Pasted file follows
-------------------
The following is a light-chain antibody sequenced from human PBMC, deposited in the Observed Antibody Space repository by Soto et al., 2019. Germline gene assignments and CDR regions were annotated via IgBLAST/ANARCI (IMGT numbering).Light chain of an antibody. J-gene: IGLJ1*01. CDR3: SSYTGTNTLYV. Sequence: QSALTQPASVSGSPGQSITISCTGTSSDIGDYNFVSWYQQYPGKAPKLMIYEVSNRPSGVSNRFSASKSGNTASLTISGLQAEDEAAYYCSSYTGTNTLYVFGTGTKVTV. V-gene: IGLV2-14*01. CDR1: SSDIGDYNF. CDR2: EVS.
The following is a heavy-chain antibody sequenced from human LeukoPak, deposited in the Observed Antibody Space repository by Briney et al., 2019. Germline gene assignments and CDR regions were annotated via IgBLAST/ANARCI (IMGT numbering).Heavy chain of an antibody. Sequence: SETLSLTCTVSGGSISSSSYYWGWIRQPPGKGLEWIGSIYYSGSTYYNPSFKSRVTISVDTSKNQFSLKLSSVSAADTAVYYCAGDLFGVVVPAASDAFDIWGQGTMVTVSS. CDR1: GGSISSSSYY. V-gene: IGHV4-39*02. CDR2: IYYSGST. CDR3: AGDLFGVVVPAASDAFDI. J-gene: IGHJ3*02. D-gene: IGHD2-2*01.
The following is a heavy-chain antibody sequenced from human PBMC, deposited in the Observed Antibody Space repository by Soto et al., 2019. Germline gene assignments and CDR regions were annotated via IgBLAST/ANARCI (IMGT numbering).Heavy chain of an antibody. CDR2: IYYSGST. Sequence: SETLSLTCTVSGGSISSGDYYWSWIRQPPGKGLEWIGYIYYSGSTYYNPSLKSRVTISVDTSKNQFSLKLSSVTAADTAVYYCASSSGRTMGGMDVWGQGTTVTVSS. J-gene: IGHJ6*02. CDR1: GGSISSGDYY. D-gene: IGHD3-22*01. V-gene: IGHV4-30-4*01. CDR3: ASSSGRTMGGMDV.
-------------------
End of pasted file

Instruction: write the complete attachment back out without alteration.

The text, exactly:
The following is a light-chain antibody sequenced from human PBMC, deposited in the Observed Antibody Space repository by Soto et al., 2019. Germline gene assignments and CDR regions were annotated via IgBLAST/ANARCI (IMGT numbering).Light chain of an antibody. J-gene: IGLJ1*01. CDR3: SSYTGTNTLYV. Sequence: QSALTQPASVSGSPGQSITISCTGTSSDIGDYNFVSWYQQYPGKAPKLMIYEVSNRPSGVSNRFSASKSGNTASLTISGLQAEDEAAYYCSSYTGTNTLYVFGTGTKVTV. V-gene: IGLV2-14*01. CDR1: SSDIGDYNF. CDR2: EVS.
The following is a heavy-chain antibody sequenced from human LeukoPak, deposited in the Observed Antibody Space repository by Briney et al., 2019. Germline gene assignments and CDR regions were annotated via IgBLAST/ANARCI (IMGT numbering).Heavy chain of an antibody. Sequence: SETLSLTCTVSGGSISSSSYYWGWIRQPPGKGLEWIGSIYYSGSTYYNPSFKSRVTISVDTSKNQFSLKLSSVSAADTAVYYCAGDLFGVVVPAASDAFDIWGQGTMVTVSS. CDR1: GGSISSSSYY. V-gene: IGHV4-39*02. CDR2: IYYSGST. CDR3: AGDLFGVVVPAASDAFDI. J-gene: IGHJ3*02. D-gene: IGHD2-2*01.
The following is a heavy-chain antibody sequenced from human PBMC, deposited in the Observed Antibody Space repository by Soto et al., 2019. Germline gene assignments and CDR regions were annotated via IgBLAST/ANARCI (IMGT numbering).Heavy chain of an antibody. CDR2: IYYSGST. Sequence: SETLSLTCTVSGGSISSGDYYWSWIRQPPGKGLEWIGYIYYSGSTYYNPSLKSRVTISVDTSKNQFSLKLSSVTAADTAVYYCASSSGRTMGGMDVWGQGTTVTVSS. J-gene: IGHJ6*02. CDR1: GGSISSGDYY. D-gene: IGHD3-22*01. V-gene: IGHV4-30-4*01. CDR3: ASSSGRTMGGMDV.